Studio theatres are where you'll find the next James Corden

Matt Trueman on why studio theatres are breeding grounds for brilliance

James Corden in the 2011 production of One Man, Two Guvnors at the Theatre Royal Haymarket
James Corden in the 2011 production of One Man, Two Guvnors at the Theatre Royal Haymarket
© Johan Persson

Theatre is a blink-and-you-miss-it medium; always has been, always will be. Performances vanish, but so do performers. They age. They change. They move on to other things – often bigger, not always better.

The other week, I watched a recording of A Respectable Wedding, Joe Hill-Gibbins‘ 2008 production at the Young Vic. It’s grainy and single-shot. The colour's a bit off and the camera’s too far away. You can’t make out the faces of those onstage. You get the gist, but not much more. You can see the joke when the audience laugh, but, on a tiny laptop screen, alone, ten years later, you can’t laugh along. What was funny there and then isn’t here and now. The magic has gone. The spell’s been broken. You can see the show, but it’s over, it’s done, and it’s never coming back to life.

One of the unique privileges of theatre is the chance to see great actors up-close

In the midst of it though, there’s a familiar tummy. It comes with a soft London accent and a volcanic laugh. They belong to one of the most famous faces on television today: one James Kimberley Corden. Next to him, for good measure, there’s Russell Tovey and Jemima Rooper.

This was a month before Gavin and Stacey got started on BBC Three; a month before Corden’s star really started to rise. He was a History Boy by this point, sure, and a Fat Friend before that, but, still short of 30, he wasn’t yet tipped to go right to the top. And here he was, acting on a tiny stage in a small studio theatre, just off The Cut. James Corden playing to an audience of 150. You won’t find him doing that these days.

In a sense, Damien Lewis is wasted on a 150-seater

Isn’t this one of the unique privileges of theatre? The chance to see great actors up-close. There’s a lot to be said for bombast and power, for letting Chiwetel Ejiofor loose on a big stage or having Ruth Wilson eyeball a large crowd, but given the choice I’d plump for the intimacy of a small space every time. It’s there that you get to zoom in on their choices, the tiny traits that make a character tick. Actors ease into small spaces. They don’t do battle with them or hide behind technique. They let us see who they really are. In small spaces, acting feels like a two-way thing.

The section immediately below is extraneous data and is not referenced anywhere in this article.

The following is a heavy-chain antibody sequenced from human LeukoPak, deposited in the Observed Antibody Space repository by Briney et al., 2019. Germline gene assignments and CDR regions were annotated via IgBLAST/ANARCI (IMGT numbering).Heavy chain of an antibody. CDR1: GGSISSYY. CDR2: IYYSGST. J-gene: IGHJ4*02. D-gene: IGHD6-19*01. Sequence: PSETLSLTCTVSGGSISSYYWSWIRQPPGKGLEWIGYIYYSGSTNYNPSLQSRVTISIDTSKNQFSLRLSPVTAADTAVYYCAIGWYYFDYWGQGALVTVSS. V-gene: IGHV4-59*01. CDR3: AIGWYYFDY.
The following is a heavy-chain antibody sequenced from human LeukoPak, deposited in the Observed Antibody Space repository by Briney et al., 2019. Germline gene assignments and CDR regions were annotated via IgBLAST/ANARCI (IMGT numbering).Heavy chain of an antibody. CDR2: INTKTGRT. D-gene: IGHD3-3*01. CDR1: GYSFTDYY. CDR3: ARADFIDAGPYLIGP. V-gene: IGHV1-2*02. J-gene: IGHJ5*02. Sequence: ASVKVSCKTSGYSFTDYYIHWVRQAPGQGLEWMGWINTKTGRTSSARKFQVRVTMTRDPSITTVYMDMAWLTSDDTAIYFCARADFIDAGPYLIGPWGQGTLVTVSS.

It’s a privilege to watch a great performance at close quarters – all the more precious because so few people get to see it. Some of my keenest theatre memories come from small spaces: Andrew Scott unleashing Sea Wall at the old Bush, making this tiny room fall still or Ben Whishaw and Katherine Parkinson circling one another in Mike Bartlett’s Cock, spiralling into sexual desire.

Small spaces offer the chance to see great actors up-close before they take off

Too often, however, great actors leave studio theatres behind them. They grow too big for them, not as artists, but as stars. In a sense, Damien Lewis is wasted on a 150-seater. He can pull people in, attract new audiences to the art-form, but not if there aren’t seats available.

It does occasionally happen. The right part in the right play can bring a big name back to a small space. Jez Butterworth’s eerie three-hander The River hooked Dominic West for the Royal Court Upstairs. Sometimes the right theatre can do it. It was only a matter of time before Mark Rylance returned to the Globe to try the Sam Wanamaker Playhouse for size – and what a revelation that was. Within five minutes of Farinelli and the King, he’d locked eyes, momentarily, with everyone in the room; an invitation to play. The Donmar Warehouse and the Almeida, special spaces both, can attract established talent.

Studio theatres are breeding grounds for brilliance

But talent doesn’t become talent just because it takes off. Recognition isn’t a prerequisite for brilliance, but, more often, a result of it. James Corden was James Corden before he was ‘James Corden’ – still a belly laugh presence. You can spot his impact and his energy in A Respectable Wedding, even squinting at it on a small screen. He injects the whole thing with a particular humour. He lets the production laugh at itself.

This is what small spaces offer then: the chance to see great actors up-close before they take off. It’s a unique opportunity. Studio theatres are breeding grounds for brilliance and they’re flush-full of great performances. Right now, take your pick. Erin Doherty’s in Wish List at the Royal Court Upstairs, and you can see the way she smudges every sentence, finding tiny fudges of anxiety. Or watch Joan Iyiola in The Convert at the Gate – a performance that manages to be both flirtatious and feminist, even as it disintegrates into alcohol dependency. Or keep your eyes on Nicholas le Prevost as he slides into something sinister over the course of Winter Solstice at the Orange Tree. They won’t be there for long. Blink and you’ll miss them – and no recording in the world will do them justice.